Marvel Studios

If there's one thing I love more than comic book movies, it's reading into the not-so-subtle queer subtext that basically makes male superhero dynamics tick. Batman and Superman may pretend that they hate each other, but they're getting it in. Finn and Poe may be busy saving a galaxy far, far, away, but they are also getting it in in space.

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Captain America and Bucky (or Sam or Tony)? They're…well, they're men with complex homosocial friendships that people wish were getting it in. Earlier this week, in the wake of the #GiveElsaAGirlfriend hashtag, thousands of Captain America fans flooded Twitter with #GiveCaptainAmericaABoyfriend, a campaign that should be plenty self-explanatory.

The idea's simple enough. Consummate good guy Steve Rogers deserves to find true love in a world that's pretty regularly left him bruised and beaten. Who better to be that love than his decades-old friend Bucky, the only person left alive who truly understands him? Bonus: Giving Cap a boyfriend would be a big step forward in terms of the representation of queer characters in big-budget action movies, which, generally speaking, do a piss-poor job of acknowledging the LGBT community.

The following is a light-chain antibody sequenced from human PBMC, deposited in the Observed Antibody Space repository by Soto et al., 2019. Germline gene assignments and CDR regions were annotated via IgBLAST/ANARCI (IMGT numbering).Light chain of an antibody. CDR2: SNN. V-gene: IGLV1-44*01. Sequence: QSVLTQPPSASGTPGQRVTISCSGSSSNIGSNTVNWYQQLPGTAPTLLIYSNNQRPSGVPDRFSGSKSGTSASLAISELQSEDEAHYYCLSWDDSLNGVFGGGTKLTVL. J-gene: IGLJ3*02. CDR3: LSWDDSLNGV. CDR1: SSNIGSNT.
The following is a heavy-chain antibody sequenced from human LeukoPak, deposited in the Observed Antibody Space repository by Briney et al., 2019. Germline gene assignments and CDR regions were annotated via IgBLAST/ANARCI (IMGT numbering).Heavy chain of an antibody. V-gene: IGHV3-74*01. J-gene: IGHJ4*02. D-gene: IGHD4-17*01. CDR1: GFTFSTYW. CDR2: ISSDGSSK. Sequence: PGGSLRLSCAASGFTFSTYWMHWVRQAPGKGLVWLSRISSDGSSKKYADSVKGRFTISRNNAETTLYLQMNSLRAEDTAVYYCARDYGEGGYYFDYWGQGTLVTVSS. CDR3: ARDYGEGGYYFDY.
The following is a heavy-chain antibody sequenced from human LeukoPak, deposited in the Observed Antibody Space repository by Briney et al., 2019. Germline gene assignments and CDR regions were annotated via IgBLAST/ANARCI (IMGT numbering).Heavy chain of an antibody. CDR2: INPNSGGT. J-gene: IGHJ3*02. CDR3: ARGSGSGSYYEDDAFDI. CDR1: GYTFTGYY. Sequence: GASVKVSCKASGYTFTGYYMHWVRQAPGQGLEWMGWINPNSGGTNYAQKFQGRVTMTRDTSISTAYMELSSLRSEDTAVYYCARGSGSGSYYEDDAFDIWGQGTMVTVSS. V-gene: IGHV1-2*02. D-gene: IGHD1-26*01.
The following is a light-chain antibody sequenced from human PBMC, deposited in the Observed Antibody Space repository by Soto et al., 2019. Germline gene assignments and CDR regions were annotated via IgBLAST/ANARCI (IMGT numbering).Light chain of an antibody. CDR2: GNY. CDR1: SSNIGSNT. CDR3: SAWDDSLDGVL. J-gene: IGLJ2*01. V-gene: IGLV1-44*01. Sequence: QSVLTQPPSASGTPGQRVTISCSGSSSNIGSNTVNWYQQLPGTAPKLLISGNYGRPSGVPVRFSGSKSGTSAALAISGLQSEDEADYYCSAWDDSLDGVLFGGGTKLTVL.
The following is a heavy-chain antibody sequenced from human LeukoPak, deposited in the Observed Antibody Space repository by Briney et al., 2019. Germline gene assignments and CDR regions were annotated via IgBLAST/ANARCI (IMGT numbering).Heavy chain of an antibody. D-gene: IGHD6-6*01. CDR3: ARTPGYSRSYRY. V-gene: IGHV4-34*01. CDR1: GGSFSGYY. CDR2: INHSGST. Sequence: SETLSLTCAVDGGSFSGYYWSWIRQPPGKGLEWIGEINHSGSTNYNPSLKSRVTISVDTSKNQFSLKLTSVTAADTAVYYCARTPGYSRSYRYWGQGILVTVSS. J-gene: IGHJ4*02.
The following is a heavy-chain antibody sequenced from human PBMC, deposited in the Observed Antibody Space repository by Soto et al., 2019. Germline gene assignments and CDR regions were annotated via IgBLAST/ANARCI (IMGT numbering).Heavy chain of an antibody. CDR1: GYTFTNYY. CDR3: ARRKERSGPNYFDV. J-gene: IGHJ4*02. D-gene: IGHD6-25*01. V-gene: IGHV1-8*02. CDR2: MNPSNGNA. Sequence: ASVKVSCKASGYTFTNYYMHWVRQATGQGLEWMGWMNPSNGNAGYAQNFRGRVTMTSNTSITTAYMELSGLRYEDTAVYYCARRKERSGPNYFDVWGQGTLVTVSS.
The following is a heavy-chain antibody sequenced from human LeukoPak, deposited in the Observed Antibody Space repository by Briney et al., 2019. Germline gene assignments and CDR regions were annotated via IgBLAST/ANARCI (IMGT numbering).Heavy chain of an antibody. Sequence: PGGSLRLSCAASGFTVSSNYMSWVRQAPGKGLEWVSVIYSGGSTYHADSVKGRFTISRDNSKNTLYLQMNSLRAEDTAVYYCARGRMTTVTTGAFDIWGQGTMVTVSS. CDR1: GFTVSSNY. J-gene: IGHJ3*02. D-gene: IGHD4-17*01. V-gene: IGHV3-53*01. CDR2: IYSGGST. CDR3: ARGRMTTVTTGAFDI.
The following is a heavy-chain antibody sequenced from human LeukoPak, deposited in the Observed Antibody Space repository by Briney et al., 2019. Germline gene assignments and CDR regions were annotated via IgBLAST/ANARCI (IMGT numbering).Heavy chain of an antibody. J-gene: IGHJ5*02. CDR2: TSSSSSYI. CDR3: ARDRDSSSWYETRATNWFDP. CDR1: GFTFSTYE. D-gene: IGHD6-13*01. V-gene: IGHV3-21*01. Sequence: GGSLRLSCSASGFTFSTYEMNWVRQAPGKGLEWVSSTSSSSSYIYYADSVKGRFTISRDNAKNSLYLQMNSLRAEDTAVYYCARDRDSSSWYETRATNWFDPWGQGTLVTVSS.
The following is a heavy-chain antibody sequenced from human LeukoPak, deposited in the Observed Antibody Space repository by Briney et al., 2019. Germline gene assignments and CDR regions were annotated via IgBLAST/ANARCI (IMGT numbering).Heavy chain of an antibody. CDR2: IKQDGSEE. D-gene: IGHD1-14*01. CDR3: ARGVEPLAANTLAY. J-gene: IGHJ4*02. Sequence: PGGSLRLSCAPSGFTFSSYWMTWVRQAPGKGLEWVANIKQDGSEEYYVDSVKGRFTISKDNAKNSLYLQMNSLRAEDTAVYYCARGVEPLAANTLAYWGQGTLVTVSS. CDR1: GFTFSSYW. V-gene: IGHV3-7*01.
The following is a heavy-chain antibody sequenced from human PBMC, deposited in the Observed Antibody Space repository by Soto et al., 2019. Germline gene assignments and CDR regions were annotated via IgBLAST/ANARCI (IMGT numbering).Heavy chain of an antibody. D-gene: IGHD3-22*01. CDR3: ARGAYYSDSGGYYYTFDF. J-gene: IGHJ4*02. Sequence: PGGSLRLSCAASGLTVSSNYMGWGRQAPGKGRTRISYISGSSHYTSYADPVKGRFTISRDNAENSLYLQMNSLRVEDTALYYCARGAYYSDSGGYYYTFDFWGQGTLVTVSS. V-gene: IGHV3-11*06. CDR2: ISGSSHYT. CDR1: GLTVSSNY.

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The thing about #GiveCaptainAmericaABoyfriend that doesn't really work, though, is that unlike #GiveElsaAGirlfriend, it wouldn't actually be progressive.

As solid a movie as Frozen was, it wasn't without some problematic ideas concerning love and relationships. On a surface level, Frozen set out to redefine the "true love" resolutions Disney's famous for by substituting the sisterly love between Anna and Elsa in place of the more traditional romantic love seen in most of its movies. That idea is somewhat complicated, though, by the romantic subplot between Anna and Kristoff and that weird makeover moment where Elsa becomes magically sexualized near the end of "Let It Go."

By the end of the movie, Anna and Elsa have strengthened their sisterly bond, but Anna's also found herself a boyfriend, a happily-ever-after much more in line with the Disney brand. Sure, Elsa's become the ice queen of Arendelle, but Frozen implicitly chips away at the notion that Elsa, too, will be truly happy by going out of its way to make sure we know her sister's gone the "normal" route.

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That contradictory messaging is exactly what makes #GiveElsaAGirlfriend so interesting, because it challenges us to read Elsa's post-Frozen singleness in a new way. It's not that she's somehow failed to capture the heart of a man—she simply hasn't found the right woman yet.

That logic doesn't really apply to Captain America. It isn't that Steve hasn't found true love yet (he has!), it's just that he's outlived basically everyone he knew from his life in the 1940s. They're all dead. Moreover, Cap's had two other modern lady love interests across the numerous Marvel movies he's appeared in.

The many love interests of Captain America: Peggy Carter (Hayley Atwell), Beth (Ashley Johnson), Peggy's niece Sharon (Emily VanCamp).
Marvel Studios

Not only does Steve pretty much have a few boyfriends already (see: Sam Wilson, Bucky Barnes, and Tony Stark), but he's also pretty much guaranteed to keep chasing after lady spies for the foreseeable future.